Essential Whale Watching Tour Tips


After having taken a trip up north, Travel & Living in Peru contributor Cissy van der Meer shares a few tailored tips for a successful whale watching tour in northern Peru.

(Photo: Cissy van der Meer)

So, you have decided to go to northern Peru for your whale watching experience. Time to make the proper arrangements!

To know what experience is most suitable for you, we’ll dive into the following 4 questions over the course of this article:

  1. Are you a morning person?
  2. Do you prefer pizza or Peruvian gourmet cuisine?
  3. Is your camera waterproof?
  4. Do you hope to contribute to the whales’ welfare?

As you read on, answer each question to find out what your answer implies for your travel arrangements, as well as what you will need to bring for your whale watching trip.

Are you a morning person?

(Photo: Cissy van der Meer)

You’re probably asking: why is this relevant? I’ll explain. Whale watching tours leave very early in the morning. Each boat has a punctual departure time of 7:30 a.m., and you must plan to be at the departure point around 15 minutes ahead of time.

Tip #1: If you are NOT a morning person, it is best that you plan to spend the night before your whale watching tour in Los Órganos, as it’s closer to where the tour boats depart.

I am not a morning person. In fact, I stayed within the closest possible distance to the Muelle Viejo  (where the tour boats leave from), as I could. If you, like me, prefer to catch a few extra minutes of sleep before the tour, then check out the charming Muelle Viejo Bungalows. According to a recent visit to their website, they now even feature a marvelous swimming pool.

The cost for a room at Muelle Viejo Bungalows is around 180 PEN a night, but keep in mind that prices can fluctuate depending on the dates of your trip and the type of room you require.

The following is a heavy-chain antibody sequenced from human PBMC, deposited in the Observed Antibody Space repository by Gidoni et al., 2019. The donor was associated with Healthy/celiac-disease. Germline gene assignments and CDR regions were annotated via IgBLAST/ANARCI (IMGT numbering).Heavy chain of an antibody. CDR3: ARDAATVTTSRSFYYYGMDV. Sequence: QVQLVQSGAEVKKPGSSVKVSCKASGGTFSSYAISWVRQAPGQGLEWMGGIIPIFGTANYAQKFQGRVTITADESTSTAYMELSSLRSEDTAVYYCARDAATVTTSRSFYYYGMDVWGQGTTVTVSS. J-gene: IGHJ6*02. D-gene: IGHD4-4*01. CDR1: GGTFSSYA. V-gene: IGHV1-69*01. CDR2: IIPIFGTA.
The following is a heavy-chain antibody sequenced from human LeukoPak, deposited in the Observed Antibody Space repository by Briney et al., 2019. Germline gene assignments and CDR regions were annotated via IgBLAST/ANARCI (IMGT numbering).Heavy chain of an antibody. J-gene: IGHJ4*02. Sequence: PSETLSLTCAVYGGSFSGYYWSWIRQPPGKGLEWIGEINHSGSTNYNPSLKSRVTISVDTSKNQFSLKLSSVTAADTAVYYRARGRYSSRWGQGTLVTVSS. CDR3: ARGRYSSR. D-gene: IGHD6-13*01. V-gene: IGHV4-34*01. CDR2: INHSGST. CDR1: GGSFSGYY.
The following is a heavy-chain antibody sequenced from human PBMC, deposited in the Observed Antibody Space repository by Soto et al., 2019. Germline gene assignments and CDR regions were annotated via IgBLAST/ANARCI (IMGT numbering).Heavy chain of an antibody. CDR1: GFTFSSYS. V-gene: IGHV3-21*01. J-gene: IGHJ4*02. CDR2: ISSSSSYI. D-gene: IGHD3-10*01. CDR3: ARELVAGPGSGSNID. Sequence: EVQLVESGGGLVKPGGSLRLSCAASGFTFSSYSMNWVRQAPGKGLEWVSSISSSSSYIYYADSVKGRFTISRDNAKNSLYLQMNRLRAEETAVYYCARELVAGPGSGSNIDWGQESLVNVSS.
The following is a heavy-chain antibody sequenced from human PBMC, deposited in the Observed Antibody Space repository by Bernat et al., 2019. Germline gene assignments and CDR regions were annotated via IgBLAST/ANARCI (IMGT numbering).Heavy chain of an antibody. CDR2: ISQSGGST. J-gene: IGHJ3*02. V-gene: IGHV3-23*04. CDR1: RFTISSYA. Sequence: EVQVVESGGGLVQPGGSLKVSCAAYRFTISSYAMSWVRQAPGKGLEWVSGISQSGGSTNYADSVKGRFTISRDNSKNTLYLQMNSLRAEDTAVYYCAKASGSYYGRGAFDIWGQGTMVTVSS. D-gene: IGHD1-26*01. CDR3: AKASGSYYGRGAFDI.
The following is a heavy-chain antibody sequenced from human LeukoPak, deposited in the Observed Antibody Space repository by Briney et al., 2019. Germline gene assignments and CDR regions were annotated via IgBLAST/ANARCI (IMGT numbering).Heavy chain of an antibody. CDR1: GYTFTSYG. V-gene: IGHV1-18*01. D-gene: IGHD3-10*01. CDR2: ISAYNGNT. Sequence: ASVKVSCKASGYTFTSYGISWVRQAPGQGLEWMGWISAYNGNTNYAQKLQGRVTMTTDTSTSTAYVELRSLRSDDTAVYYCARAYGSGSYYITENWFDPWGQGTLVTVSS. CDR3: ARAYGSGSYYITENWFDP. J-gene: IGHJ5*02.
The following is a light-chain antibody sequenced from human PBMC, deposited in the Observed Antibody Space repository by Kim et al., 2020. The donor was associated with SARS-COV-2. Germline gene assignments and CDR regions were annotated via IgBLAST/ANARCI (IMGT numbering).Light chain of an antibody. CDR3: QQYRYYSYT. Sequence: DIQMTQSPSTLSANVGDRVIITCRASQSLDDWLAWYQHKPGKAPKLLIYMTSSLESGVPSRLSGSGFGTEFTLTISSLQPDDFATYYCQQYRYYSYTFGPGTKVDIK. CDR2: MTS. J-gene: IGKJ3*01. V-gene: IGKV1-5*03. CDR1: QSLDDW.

An added benefit of staying at Muelle Viejo Bungalows is that Pacífico Adventures Research Center is right next door. You can walk over and book your tour for the next day. While there, I recommend enjoying a delicious muffin, yogurt, or fruit at the museum’s terrace!

(Photo: Cissy van der Meer)

Do you prefer pizza or Peruvian gourmet cuisine?

Apart from catching up on much-needed Vitamin D and seeing whales, I am on a mission to try all variations of Peruvian cuisine. So, naturally this means I had to go and eat at Donde Teresa, located in Mancora.

Tip #2: If you prefer Peruvian gourmet cuisine, do not miss the chance to dine at Donde Teresa in Mancora, just a half-hour ride by moto-taxi from where your whale watching tour departs.

This restaurant is run by Javier, the son of the first Peruvian TV-Chef, Teresa Ocampa. Ocampa is legendary for her promotion and elevation of the Peruvian kitchen. I truly enjoyed the amazing food, which you can read all about in my restaurant review.

Very conveniently, Javier combines this tasty restaurant with his artful hotel. Located right on the beach and sheltered from the wind, one can indulge in the food and admire the stunning sunset—and you are just a short walk to your comfortable bed!

The price for a room at Hotelier Arte & Cocina is 180 soles and it includes a balcony, hammock and four beds.

(Photo: Cissy van der Meer)

Delicious Peruvian cuisine aside, what about the whales?! Staying in Mancora, though further from the tour departure point in Los Órganos, does not mean a whale watching tour is out of the question. It just means you’ll have to wake up a little earlier than if you had stayed in Los Órganos.

When I stayed at Hotelier Arte & Cocina, I woke up at 6:30 a.m. and hopped into my pre-arranged moto-taxi for the half hour ride to the the pier (S/35). Even then, I arrived with time to spare, which only meant I had some extra time to take photos of the fisherman catching their first fish of the day.

And, regardless of whether you decide to stay in Las Órganos or Mancora, you will find pizza and fine foods to indulge in, don’t worry!

Is your camera waterproof?